Feature Extraction and Image Representation | CV

Feature Extraction:

Feature extraction is a critical step in computer vision that involves identifying and extracting relevant and distinctive information from images. Features are representations of specific patterns, structures, or characteristics that can be used to distinguish one image from another or describe important visual properties. Feature extraction techniques aim to capture meaningful information while reducing the dimensionality of the data. Features can be extracted from images at different levels of abstraction.

  1. Low-level features: These features are based on the pixel values in the image, such as the intensity, color, and texture of the pixels.
  2. Mid-level features: These features are based on the spatial relationships between pixels, such as edges, corners, and blobs.
  3. High-level features: These features are based on the semantics of the image, such as the presence of objects or scenes.

Here are some commonly used feature extraction methods:

Edge detection

Edge detection algorithms identify and localize sharp changes in pixel intensities, which typically correspond to object boundaries or significant transitions in the image. Techniques like the Canny edge detector or the Sobel operator are commonly used for edge detection.

Corner detection

Corner detection algorithms identify and localize corners or points in an image where two or more edges intersect. Corners are useful as they provide distinctive information about the image's local structure. The Harris corner detector and the Shi-Tomasi corner detector are popular corner detection algorithms.

Scale-invariant feature transform (SIFT)

SIFT is a widely used feature extraction technique that identifies key points in an image that are invariant to scale, rotation, and changes in viewpoint. SIFT computes descriptors that capture local image gradients and orientations, enabling robust feature matching and recognition.

Histogram of Oriented Gradients (HOG)

HOG computes histograms of local gradients in an image to capture information about object shapes and appearances. HOG features are commonly used for object detection tasks, especially in scenarios where object boundaries and shapes are essential cues.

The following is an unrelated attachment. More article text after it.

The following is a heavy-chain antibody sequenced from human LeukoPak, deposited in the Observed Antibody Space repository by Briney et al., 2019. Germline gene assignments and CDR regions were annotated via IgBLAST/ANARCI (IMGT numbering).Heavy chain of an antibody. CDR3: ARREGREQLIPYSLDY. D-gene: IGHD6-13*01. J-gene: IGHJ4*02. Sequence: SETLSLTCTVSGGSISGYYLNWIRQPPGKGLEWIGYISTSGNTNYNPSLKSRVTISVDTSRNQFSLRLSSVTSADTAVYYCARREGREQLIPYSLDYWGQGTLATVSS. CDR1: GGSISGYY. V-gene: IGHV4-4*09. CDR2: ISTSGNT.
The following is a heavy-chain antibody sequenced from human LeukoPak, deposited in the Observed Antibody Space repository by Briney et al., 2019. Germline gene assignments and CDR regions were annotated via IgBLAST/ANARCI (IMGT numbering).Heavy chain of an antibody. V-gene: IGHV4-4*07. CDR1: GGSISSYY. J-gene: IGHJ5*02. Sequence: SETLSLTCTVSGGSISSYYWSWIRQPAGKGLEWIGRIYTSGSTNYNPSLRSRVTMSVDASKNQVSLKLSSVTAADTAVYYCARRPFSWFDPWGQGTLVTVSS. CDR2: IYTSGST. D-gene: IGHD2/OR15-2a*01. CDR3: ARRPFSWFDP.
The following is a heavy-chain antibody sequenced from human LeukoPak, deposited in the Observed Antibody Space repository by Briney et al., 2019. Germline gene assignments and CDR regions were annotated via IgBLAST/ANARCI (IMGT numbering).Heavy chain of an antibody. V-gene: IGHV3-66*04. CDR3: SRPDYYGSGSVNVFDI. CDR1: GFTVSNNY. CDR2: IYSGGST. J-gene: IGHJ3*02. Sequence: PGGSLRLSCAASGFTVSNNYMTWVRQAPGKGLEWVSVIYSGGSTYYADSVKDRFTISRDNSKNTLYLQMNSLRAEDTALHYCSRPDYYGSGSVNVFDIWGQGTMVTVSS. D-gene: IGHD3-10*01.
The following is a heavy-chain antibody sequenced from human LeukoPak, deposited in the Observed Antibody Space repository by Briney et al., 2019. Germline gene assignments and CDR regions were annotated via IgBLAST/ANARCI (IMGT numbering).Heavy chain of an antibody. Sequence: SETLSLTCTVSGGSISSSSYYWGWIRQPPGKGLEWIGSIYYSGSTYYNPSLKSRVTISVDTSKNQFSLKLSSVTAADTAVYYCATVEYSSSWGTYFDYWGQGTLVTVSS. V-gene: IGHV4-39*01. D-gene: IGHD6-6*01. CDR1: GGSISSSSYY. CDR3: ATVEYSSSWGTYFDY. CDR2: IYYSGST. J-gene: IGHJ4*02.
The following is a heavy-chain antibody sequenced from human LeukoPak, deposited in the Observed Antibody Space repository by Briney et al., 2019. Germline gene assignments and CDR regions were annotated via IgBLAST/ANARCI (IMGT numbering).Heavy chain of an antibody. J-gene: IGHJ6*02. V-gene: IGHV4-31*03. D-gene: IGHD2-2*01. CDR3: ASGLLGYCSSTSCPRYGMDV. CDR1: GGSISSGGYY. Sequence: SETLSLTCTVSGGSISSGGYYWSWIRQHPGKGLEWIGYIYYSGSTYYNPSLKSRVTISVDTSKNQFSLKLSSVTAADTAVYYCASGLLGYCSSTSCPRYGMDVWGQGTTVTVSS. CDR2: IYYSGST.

Local Binary Patterns (LBP)

LBP is a texture descriptor that characterizes local patterns in an image by comparing pixel intensities with their neighboring pixels. LBP features are effective in capturing texture information and have applications in texture classification, facial recognition, and image retrieval.

Convolutional Neural Networks (CNN)

CNNs are deep learning models that automatically learn hierarchical features from images. CNNs consist of multiple layers of convolutional and pooling operations, enabling them to extract complex features at different spatial scales. CNNs have revolutionized feature extraction in computer vision and achieved state-of-the-art results in various tasks like image classification, object detection, and semantic segmentation.

The choice of features depends on the task at hand. For example, if the task is to classify objects in an image, then low-level features such as intensity and color may be sufficient. However, if the task is to identify objects in an image, then mid-level features such as edges and corners may be necessary.

Image Representation:

Image representation refers to the process of transforming an image into a suitable mathematical format that can be processed and analyzed by computer vision algorithms. It involves encoding the spatial and structural information of an image into a numerical representation. This can involve tasks such as:

  1. Converting the image into a numerical format: This can be done by representing each pixel in the image as a number.
  2. Normalizing the image: This can be done by scaling the pixel values so that they fall within a certain range.
  3. Feature extraction: This can be done by extracting features from the image that are relevant to the task at hand.

Different types of image representations are used based on the specific requirements of the application. Some common image representations include:

Pixel-based representation

In this representation, each pixel in the image is considered as a separate entity, and the image is represented as a grid of pixel values. Grayscale images can be represented as matrices, where each element represents the intensity value of a pixel. Color images can be represented using multiple matrices or tensors, one for each color channel (e.g., red, green, blue).

Histogram representation

In this representation, the distribution of pixel values in an image is captured using histograms. The histogram represents the frequency of occurrence of different pixel intensities. Histograms can be useful for analyzing global image properties, such as contrast, brightness, or color distribution.

Frequency domain representation

This representation utilizes the Fourier Transform to analyze the frequency content of an image. The image is transformed from the spatial domain to the frequency domain, where the information is represented in terms of frequency components. Frequency domain representations are particularly useful for tasks like image denoising or compression.

Structural representation

This representation captures the structural information of an image by detecting and representing key features or patterns. It involves identifying edges, corners, textures, or other distinctive structures in an image and representing them using descriptors or feature vectors.


Image representation and feature extraction are important steps in the computer vision pipeline. They can improve the accuracy and performance of computer vision algorithms by providing a way to represent images in a format that is easy to process and by extracting features that are relevant to the task at hand.